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1 - 10 of 427 results for: ANTHRO

ANTHRO 1: Introduction to Cultural and Social Anthropology (ANTHRO 201)

This course introduces basic anthropological concepts and presents the discipline¿s distinctive perspective on society and culture. The power of this perspective is illustrated by exploring vividly-written ethnographic cases that show how anthropological approaches illuminate contemporary social and political issues in a range of different cultural sites.
Terms: Win | Units: 3-5 | UG Reqs: GER:DB-SocSci, GER:EC-GlobalCom, WAY-A-II, WAY-SI | Grading: Letter (ABCD/NP)

ANTHRO 1S: Introduction to Cultural and Social Anthropology (ANTHRO 101S)

This course introduces basic anthropological concepts and presents the discipline¿s distinctive perspective on society and culture. The power of this perspective is illustrated by exploring vividly-written ethnographic cases that show how anthropological approaches illuminate contemporary social and political issues in a range of different cultural sites.
Terms: Sum | Units: 3-5 | UG Reqs: GER:DB-SocSci, GER:EC-GlobalCom, WAY-A-II, WAY-SI | Grading: Letter (ABCD/NP)

ANTHRO 3: Introduction to Prehistoric Archeology (ARCHLGY 1)

Aims, methods, and data in the study of human society's development from early hunters through late prehistoric civilizations. Archaeological sites and remains characteristic of the stages of cultural development for selected geographic areas, emphasizing methods of data collection and analysis appropriate to each.
Terms: Spr | Units: 3-5 | UG Reqs: GER:DB-SocSci, GER:EC-GlobalCom, WAY-A-II, WAY-SI | Grading: Letter (ABCD/NP)

ANTHRO 4: Language and Culture (ANTHRO 204)

Comparative approach, using examples from many languages. Emphasis is on generally non-Western speech communities. Topics include: the structure of language; the theory of signs; vocabulary and culture; grammar, cognition, and culture (linguistic relativism and determinism); encodability of cultural information in language; language adaptiveness to social function; the ethnography of speaking; registers; discourse (conversation, narrative, verbal art); language and power; language survival and extinction; and linguistic ideology (beliefs about language).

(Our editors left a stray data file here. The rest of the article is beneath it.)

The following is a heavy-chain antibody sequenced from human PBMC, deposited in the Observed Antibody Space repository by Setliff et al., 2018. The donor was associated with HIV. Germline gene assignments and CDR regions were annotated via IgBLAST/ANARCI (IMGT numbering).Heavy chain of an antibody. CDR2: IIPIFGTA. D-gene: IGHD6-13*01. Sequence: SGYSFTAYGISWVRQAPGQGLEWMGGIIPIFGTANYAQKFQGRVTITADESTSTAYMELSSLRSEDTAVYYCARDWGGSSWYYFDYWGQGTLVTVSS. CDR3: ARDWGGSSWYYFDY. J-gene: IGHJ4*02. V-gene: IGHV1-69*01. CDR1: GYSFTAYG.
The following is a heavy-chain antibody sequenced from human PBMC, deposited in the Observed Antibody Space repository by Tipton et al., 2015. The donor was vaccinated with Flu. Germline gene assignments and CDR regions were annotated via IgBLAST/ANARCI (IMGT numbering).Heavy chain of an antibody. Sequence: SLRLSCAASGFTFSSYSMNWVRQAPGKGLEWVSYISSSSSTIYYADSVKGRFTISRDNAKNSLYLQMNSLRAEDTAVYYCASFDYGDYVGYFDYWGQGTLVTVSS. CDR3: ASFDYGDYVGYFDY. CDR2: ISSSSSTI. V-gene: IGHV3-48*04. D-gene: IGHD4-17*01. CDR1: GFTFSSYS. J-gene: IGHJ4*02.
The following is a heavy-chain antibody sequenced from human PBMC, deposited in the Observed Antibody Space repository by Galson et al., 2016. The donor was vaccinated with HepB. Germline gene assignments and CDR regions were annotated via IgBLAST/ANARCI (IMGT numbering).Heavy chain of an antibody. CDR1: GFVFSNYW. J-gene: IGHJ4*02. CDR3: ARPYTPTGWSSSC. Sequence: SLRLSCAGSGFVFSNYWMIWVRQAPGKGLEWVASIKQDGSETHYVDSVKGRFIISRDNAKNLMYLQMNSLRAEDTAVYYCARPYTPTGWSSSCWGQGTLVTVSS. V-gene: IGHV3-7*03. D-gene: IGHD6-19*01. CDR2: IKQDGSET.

Terms: not given this year | Units: 4-5 | UG Reqs: GER:DB-SocSci | Grading: Letter (ABCD/NP)

ANTHRO 6: Human Origins (ANTHRO 206, HUMBIO 6)

The human fossil record from the first non-human primates in the late Cretaceous or early Paleocene, 80-65 million years ago, to the anatomically modern people in the late Pleistocene, between 100,000 to 50,000 B.C.E. Emphasis is on broad evolutionary trends and the natural selective forces behind them.
Terms: not given this year | Units: 5 | UG Reqs: GER: DB-NatSci | Grading: Letter or Credit/No Credit

ANTHRO 10A: The Archaeology of Home (ARCHLGY 10)

Homes evoke powerful emotions about place and also highlight the dynamic and complex nature of people, their relationships, and the broader society they live in. Focus on the ways that material traces from the past shed light on the diversity of domestic life, which includes household organization, economic strategies, diet and status, rituals, and identity. Archaeological case studies to see how archaeologists identify reoccurring patterns in material culture found in homes or domestic dwellings to reconstruct household patterns and social relations.
Terms: not given this year | Units: 3-5 | Grading: Letter or Credit/No Credit

ANTHRO 11SC: Conservation and Development Dilemmas in the Amazon (HUMBIO 18SC)